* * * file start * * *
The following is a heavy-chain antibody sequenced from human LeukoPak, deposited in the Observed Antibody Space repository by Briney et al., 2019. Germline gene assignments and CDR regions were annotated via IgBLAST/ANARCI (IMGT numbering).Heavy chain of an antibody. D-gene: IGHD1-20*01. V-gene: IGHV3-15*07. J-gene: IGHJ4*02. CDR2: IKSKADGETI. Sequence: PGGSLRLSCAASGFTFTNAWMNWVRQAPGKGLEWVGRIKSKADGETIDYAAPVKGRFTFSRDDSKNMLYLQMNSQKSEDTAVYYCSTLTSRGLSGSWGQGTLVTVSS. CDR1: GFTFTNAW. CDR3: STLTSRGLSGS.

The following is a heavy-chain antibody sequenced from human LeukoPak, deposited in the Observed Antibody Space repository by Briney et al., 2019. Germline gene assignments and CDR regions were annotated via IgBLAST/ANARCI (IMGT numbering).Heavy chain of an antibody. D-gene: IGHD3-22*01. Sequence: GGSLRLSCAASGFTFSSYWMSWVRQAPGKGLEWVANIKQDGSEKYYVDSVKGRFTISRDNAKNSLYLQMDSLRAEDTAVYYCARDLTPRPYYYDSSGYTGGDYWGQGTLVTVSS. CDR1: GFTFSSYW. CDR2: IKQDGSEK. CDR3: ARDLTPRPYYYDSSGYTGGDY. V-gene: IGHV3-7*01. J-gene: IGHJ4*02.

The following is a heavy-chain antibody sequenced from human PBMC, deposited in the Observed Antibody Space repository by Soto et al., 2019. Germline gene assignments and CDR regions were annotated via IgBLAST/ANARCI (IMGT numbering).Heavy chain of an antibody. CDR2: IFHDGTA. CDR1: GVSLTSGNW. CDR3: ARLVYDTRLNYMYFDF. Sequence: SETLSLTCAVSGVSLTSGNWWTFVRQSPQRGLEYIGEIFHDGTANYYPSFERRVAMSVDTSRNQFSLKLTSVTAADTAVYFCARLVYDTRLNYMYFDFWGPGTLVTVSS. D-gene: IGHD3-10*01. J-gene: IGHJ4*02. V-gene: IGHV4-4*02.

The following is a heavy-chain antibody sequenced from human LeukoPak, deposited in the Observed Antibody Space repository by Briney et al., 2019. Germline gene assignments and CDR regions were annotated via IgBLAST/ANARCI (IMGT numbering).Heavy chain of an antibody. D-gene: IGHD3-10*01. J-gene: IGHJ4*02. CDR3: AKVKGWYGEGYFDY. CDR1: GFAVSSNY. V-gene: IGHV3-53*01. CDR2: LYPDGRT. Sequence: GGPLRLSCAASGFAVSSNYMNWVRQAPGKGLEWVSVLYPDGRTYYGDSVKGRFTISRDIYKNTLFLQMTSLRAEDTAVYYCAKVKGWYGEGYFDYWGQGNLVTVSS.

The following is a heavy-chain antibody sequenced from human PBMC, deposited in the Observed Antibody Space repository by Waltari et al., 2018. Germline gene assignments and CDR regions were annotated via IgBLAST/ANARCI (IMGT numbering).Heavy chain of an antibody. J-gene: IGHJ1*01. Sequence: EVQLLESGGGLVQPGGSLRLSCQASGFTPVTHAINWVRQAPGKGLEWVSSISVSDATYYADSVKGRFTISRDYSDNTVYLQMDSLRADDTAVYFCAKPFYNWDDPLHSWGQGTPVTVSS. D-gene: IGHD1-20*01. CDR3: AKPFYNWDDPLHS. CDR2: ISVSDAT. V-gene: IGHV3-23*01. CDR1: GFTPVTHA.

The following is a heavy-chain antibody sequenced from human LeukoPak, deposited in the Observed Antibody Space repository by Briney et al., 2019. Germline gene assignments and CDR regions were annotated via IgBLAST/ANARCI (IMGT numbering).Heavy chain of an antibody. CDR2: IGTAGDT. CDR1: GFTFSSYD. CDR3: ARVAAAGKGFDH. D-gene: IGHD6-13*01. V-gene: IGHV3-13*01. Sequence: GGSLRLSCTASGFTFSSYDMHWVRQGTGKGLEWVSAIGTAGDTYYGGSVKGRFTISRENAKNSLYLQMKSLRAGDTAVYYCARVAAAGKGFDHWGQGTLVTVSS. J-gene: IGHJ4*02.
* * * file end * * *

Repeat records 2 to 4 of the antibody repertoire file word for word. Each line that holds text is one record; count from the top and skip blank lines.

The following is a heavy-chain antibody sequenced from human LeukoPak, deposited in the Observed Antibody Space repository by Briney et al., 2019. Germline gene assignments and CDR regions were annotated via IgBLAST/ANARCI (IMGT numbering).Heavy chain of an antibody. D-gene: IGHD3-22*01. Sequence: GGSLRLSCAASGFTFSSYWMSWVRQAPGKGLEWVANIKQDGSEKYYVDSVKGRFTISRDNAKNSLYLQMDSLRAEDTAVYYCARDLTPRPYYYDSSGYTGGDYWGQGTLVTVSS. CDR1: GFTFSSYW. CDR2: IKQDGSEK. CDR3: ARDLTPRPYYYDSSGYTGGDY. V-gene: IGHV3-7*01. J-gene: IGHJ4*02.

The following is a heavy-chain antibody sequenced from human PBMC, deposited in the Observed Antibody Space repository by Soto et al., 2019. Germline gene assignments and CDR regions were annotated via IgBLAST/ANARCI (IMGT numbering).Heavy chain of an antibody. CDR2: IFHDGTA. CDR1: GVSLTSGNW. CDR3: ARLVYDTRLNYMYFDF. Sequence: SETLSLTCAVSGVSLTSGNWWTFVRQSPQRGLEYIGEIFHDGTANYYPSFERRVAMSVDTSRNQFSLKLTSVTAADTAVYFCARLVYDTRLNYMYFDFWGPGTLVTVSS. D-gene: IGHD3-10*01. J-gene: IGHJ4*02. V-gene: IGHV4-4*02.

The following is a heavy-chain antibody sequenced from human LeukoPak, deposited in the Observed Antibody Space repository by Briney et al., 2019. Germline gene assignments and CDR regions were annotated via IgBLAST/ANARCI (IMGT numbering).Heavy chain of an antibody. D-gene: IGHD3-10*01. J-gene: IGHJ4*02. CDR3: AKVKGWYGEGYFDY. CDR1: GFAVSSNY. V-gene: IGHV3-53*01. CDR2: LYPDGRT. Sequence: GGPLRLSCAASGFAVSSNYMNWVRQAPGKGLEWVSVLYPDGRTYYGDSVKGRFTISRDIYKNTLFLQMTSLRAEDTAVYYCAKVKGWYGEGYFDYWGQGNLVTVSS.